Ubiquinol vs. CoQ10 Supplement: What are they and how do they help me lower my cholesterol?
Heart disease is the leading cause of death for both men and women in the United States. Out of 313.91 million US residents, roughly 79 million residents have some form of heart disease. If you do the math, that means that, shockingly, a little over 25% of Americans have heart disease. With the wobbly economy and people being forced to rely on cheap, unhealthy fast food, more and more people are at risk of developing heart disease than ever. A CoQ10 supplement may be the right choice for you.
What are CoQ10 Supplements?
There are many different types of heart disease and the diagnosis can include anything from coronary heart disease resulting from arteries clogged with plaque, cardiomyopathy that can cause an enlarged heart, arrhythmia resulting in irregular heartbeat or even kidney disease.
There are numerous things you can do to decrease your chances of developing heart disease. Before starting any kind of regimen, whether it’s dietary supplements or an intensive new workout, a check-up with your doctor is always a good first step. Some simple ways that you can decrease your risk of heart disease include giving up smoking or never taking up the habit in the first place, regular exercise, making an effort to include fresh fruits and vegetables in your diet, limiting your alcohol intake and regular check-ups with your doctor. If you’re diabetic, it’s best to check your blood sugar regularly and likewise, for people with blood pressure issues, you should take the medication prescribed by your doctor to help the condition.
There are two types of cholesterol found in the human body. There’s LDL cholesterol, or low-density lipoproteins, which are the product of foods containing trans fats and highly saturated fats. It’s the “bad” cholesterol we hear so much about in commercials and read about it the health and fitness section of the newspaper and causes the buildup of plaque, which can cause many health risks, including heart disease, heart attack and even strokes. HDL, or high-density lipoproteins, is the “good” cholesterol, which you can find in simple, healthy foods like green veggies, fruits, oats, lean meats and fat-free dairy products.
For some people, a healthy heart doesn’t come as easily, because their bodies produce more LDL cholesterol (the “bad” cholesterol) than the HDL cholesterol (the “good” cholesterol) and the more common means of managing their cholesterol are not as effective. This is a condition that is hereditary, passed down from parent to child, but there are ways of mitigating the effects of this condition. One of those ways is statins, a class of drugs used to lower cholesterol levels and inhibit production of certain enzymes in the liver.
Another word people often hear in the news or in magazines is “antioxidants”. What are antioxidants? They’re molecules that are found in certain foods that inhibit the oxidation of other molecules. When the cells in our bodies use oxygen, they naturally produce free radicals as a part of this process. Think of each individual cell as its own little factory, taking in oxygen to do the work it needs to do, and then spitting out free radicals as a by-product. It’s all a part of how our bodies function, but free radicals can cause oxidation that leads to health problems like macular degeneration, diabetes, cancer and, yes, even heart disease.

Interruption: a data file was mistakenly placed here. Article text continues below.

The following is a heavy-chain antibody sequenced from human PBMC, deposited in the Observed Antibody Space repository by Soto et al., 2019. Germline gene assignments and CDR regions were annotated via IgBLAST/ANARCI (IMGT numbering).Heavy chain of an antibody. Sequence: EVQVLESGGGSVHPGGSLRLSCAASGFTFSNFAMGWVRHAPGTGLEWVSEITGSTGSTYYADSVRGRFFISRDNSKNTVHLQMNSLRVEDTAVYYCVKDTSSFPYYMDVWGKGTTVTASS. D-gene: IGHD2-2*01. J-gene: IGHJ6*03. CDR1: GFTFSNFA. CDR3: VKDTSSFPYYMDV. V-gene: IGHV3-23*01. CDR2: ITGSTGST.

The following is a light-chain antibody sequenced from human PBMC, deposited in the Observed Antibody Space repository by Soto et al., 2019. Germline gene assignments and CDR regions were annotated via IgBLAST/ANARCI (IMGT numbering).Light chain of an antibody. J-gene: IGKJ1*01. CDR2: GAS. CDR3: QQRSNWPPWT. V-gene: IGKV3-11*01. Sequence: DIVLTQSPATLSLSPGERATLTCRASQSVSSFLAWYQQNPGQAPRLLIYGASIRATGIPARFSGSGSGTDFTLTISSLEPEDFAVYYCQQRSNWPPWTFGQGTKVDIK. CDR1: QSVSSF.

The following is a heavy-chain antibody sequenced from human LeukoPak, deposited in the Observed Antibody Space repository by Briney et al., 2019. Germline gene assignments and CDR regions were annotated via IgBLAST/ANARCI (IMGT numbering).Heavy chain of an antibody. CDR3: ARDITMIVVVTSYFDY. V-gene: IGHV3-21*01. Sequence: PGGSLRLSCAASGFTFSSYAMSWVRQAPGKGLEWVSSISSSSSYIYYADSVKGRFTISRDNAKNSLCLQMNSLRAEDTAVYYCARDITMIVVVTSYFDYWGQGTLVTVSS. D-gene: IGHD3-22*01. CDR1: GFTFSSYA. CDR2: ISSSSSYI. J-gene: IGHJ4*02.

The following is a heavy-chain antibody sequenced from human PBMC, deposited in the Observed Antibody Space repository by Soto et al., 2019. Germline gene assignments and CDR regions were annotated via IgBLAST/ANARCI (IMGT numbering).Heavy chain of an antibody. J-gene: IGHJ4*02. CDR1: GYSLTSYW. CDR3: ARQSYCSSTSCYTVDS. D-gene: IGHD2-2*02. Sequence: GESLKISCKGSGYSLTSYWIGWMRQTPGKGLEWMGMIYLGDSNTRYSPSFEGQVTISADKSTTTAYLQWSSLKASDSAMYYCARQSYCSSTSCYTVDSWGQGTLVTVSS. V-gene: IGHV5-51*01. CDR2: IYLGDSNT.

Much like with HDL cholesterol, you can find antioxidants that can help reverse and even prevent further damage to the cells in your body in the foods you eat every day. Foods that are rich in antioxidants include green, leafy vegetables like kale, cantaloupe, peaches, carrots, strawberries, broccoli and even sweet potatoes. You can even find antioxidants in tasty beverages like cranberry juice, pomegranate juice and red wine . Of course, you should drink responsibly, but a glass of red Zinfandel every now and again has actually been shown by scientists to help lower your cholesterol.
Dietary supplements are also another option for people looking to lower their bad cholesterol or help their body to increase production of the HDL cholesterol. One of the more common supplements taken for this purpose is CoQ10 (short for coenzyme Q10), which acts as an antioxidant. Your body produces CoQ10 naturally to use as fuel for the cells in your body and help with cell growth and maintenance. Coenzyme Q10 also works as an antioxidant to help repair damage to the cells in your body as well as help protect the heart and skeletal muscles. However, as you age, your body’s production of CoQ10 begins to diminish, which makes supplements a necessity. There are some scientists that suggest that your CoQ10 levels can start to decline as early as in your 20′s!
Ubiquinol is another enzyme commonly taken as a dietary supplement that is essentially the same enzyme, CoQ10, with some slight tweaks. Ubiquinol is a CoQ10 supplement with fully reduced oxidation and has potent antioxidant qualities, helping to regenerate other antioxidants like Vitamins C and E. As a nutrient, ubiquinol is key in maintaining heart health, slows the aging process of cells and helps to boost the energy production of all the body’s major organ systems.
Sources: http://ubiquinol.org, http://wikipedia.org, http://google.com